Over the weekend, from the dais at a comic book convention in London, DC Comics co-publisher Dan DiDio revealed that as part of an ongoing reboot of its entire line, DC plans to change the sexual orientation of a preexisting character. Then, yesterday, the other biggest comic book company on earth, Marvel Comics, announced — on The View, no less! — that their first openly gay superhero, Northstar, would marry his boyfriend in an upcoming issue, because bigfooting the competition in the news cycle makes striking a blow for human rights that much sweeter.
Here's why this is a big deal, aside from the fact that Marvel and DC are urging us to make a big deal about it. Until it was finally amended in 1989, the Comics Code — a set of content guidelines self-imposed by the industry in response to political pressure in the '50s — included circa-1954 language banning both "sexual abnormalities" and "sex perversion." (The pressure was due in part to the furor kicked up by Dr. Frederic Wertham's book Seduction of the Innocent, which among other things perceived nefarious gay subtext in the Batman/Robin relationship, decades before the Ambiguously Gay Duo strapped on their codpieces.)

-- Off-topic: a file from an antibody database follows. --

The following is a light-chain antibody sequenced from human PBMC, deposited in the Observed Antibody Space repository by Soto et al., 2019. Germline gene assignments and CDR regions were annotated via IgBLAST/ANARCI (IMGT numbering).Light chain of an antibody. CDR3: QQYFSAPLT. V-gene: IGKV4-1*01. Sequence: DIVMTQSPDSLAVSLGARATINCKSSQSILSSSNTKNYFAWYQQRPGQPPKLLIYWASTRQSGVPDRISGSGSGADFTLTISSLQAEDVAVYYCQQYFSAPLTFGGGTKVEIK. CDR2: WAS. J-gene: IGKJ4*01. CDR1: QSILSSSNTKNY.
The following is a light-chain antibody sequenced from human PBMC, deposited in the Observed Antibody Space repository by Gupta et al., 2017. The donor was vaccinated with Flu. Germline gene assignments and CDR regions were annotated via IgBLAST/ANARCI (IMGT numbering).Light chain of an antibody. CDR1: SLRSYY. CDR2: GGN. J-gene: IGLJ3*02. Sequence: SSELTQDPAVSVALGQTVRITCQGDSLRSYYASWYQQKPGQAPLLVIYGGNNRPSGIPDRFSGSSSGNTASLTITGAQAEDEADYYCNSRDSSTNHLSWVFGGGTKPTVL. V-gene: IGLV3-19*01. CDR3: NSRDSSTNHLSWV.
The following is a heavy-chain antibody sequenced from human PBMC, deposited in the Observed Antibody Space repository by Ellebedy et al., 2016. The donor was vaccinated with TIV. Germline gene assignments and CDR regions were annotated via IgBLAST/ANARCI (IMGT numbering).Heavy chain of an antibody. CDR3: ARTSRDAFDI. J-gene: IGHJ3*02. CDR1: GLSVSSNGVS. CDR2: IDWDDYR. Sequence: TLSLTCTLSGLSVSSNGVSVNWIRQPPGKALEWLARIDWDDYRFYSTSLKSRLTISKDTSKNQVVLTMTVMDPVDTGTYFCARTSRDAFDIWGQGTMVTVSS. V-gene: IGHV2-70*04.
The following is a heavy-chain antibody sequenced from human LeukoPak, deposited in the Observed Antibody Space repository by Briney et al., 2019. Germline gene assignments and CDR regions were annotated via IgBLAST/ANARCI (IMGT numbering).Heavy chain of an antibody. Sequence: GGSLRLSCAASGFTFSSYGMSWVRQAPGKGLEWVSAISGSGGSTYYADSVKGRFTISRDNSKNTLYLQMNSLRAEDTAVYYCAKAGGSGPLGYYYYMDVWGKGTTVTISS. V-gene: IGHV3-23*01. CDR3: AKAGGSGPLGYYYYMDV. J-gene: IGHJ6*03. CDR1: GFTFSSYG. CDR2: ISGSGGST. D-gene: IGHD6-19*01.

This didn't stop mainstream superhero comics from talking about, or at least around, gay issues. Homophobia was one of the many strains of intolerance allegorically addressed in story lines about "anti-mutant hysteria" in the X-Men books of the '80s and '90s. These weren't literal gay-character stories (like Star Trek, comics didn't tell literal stories, word to Paul Kinsey) but they often dealt sensitively with themes the writers weren't officially allowed to touch, as in the 1986 New Mutants story "We Was Only Foolin'," about the suicide of a teenager bullied for being a mutant. Work like this made up, kind of, for less-enlightened treatments of homosexuality in comics, like the completely insane '80s issue of Rampaging Hulk — written by Jim Shooter, who was then Marvel's editor-in-chief — where Bruce Banner narrowly escapes a sexual assault by two effeminate thugs in a YMCA shower; he doesn't actually Hulk up until afterward, and it's made clear in the narration that this time, it's revulsion that's brought on the change, not anger.